'What's better than sex and weed?' How about a new West Hollywood one-stop pleasure campus

West Hollywood's goal of becoming the new Amsterdam moved one step closer to reality last month with the Oct. 26 opening of PleasureMed, the tiny city's fourth legally licensed (and third currently open) cannabis consumption lounge.

This new one deftly navigates state and local regulations to make weed, booze and grub seamlessly available to patrons under one roof (well, technically, two very close adjoining roofs) against a stylish, well-designed backdrop that's part speakeasy, part greenhouse, part Cuban cigar bar and all fun with a sly dash of sexiness thrown in for good measure.

That subtle and sometimes not-so-subtle sexiness manifests itself in unexpected places, including the drink menu, which offers up concoctions called the Pornstar Slush and the Spicy Like a Sleepover, and the bathroom wallpaper, with patterns such as cheeky mushrooms and reclining nude card players. It's all a nod to the Pleasure Chest, the sex-toy emporium next door, which shares a parking lot and an owner, Brian Robinson.

An ashtray and a matchbox atop a stack of Playboy magazines
A stack of Playboy magazines from 1969 (the year Brian Robinson was born) in the lounge at Irie, a new food-first restaurant-meets-consumption-lounge in West Hollywood. (Robert Gauthier / Los Angeles Times)

On a recent visit shortly before PleasureMed opened to the public, Robinson said his original idea was to open a dispensary inside the existing adult boutique. "Because what's better than sex and weed?" he said.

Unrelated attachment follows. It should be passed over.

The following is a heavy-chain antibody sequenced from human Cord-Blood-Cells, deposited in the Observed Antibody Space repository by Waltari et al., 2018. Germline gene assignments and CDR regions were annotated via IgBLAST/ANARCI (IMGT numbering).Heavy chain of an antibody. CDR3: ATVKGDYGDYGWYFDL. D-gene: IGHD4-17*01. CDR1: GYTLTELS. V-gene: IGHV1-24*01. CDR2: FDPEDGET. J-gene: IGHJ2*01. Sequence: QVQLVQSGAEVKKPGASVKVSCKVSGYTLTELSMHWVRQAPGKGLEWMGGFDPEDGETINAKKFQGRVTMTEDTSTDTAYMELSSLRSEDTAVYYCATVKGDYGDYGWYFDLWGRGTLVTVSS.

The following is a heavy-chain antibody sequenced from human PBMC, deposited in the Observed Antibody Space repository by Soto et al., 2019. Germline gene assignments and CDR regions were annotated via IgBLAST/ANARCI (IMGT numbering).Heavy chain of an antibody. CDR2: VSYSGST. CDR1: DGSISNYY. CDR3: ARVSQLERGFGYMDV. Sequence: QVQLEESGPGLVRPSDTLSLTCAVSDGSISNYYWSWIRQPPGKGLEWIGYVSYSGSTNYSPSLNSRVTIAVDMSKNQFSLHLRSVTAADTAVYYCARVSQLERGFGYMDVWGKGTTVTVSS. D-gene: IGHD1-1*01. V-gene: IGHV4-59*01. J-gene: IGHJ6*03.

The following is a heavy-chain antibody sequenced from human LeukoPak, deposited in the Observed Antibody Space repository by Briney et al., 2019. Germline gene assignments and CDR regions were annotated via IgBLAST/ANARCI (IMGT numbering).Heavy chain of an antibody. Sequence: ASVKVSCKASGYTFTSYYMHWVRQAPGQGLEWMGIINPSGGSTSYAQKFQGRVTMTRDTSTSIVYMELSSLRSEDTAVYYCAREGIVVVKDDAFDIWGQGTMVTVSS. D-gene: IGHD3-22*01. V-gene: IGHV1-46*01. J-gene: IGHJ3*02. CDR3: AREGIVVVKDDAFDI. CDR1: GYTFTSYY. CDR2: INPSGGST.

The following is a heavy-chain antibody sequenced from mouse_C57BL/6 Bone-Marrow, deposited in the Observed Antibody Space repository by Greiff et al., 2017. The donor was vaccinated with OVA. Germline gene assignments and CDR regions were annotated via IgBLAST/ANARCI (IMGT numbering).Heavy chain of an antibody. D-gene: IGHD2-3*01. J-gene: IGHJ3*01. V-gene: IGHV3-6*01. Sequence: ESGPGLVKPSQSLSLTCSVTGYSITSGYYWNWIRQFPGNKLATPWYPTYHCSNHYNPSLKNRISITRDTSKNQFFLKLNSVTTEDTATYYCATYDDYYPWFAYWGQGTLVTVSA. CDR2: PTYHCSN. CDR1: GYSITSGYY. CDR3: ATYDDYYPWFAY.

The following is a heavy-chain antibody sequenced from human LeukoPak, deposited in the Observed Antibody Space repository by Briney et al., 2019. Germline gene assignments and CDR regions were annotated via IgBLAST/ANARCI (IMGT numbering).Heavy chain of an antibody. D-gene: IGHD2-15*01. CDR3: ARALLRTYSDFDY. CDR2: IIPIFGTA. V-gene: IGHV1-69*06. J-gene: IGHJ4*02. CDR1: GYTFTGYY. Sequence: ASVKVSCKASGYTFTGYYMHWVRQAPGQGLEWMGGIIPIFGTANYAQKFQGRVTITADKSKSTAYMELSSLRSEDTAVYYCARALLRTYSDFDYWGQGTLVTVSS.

But when the long-vacant machine shop next door went up for auction, he expanded his vision to something more like a one-stop vice shop. What exactly does a dildo dealer know about slinging the sticky icky? I asked Robinson that (well, not in exactly in those terms) on a tour of what he's billing as a "pleasure campus."

"When people go into the Pleasure Chest [for the first time], they're surprised that it's not what they expected," Robinson told The Times. "They see people laughing and they talk to our staff about anything. And they don't feel like they need to take a shower afterward. There's a respect, a sense of encouraging people to go on their journey without shame. ... It's the acceptance of all kinds of people — big and small, old and young, rich and poor. We want you to walk in and feel accepted for the sexual person you are, and it's the same thing with this."

Patrons embarking on this particular shame-free journey have a lot to look forward to, especially if they arrive after sunset when the trippy video-art installation (created by Robinson and New York-based video design studio Optical Animal) projected on the western wall of the building is at its most striking (mind the jaguar). The 6,500-square-foot space includes an alfresco cocktail bar, a cannabis dispensary and a food-forward consumption lounge — each with its own point of entry.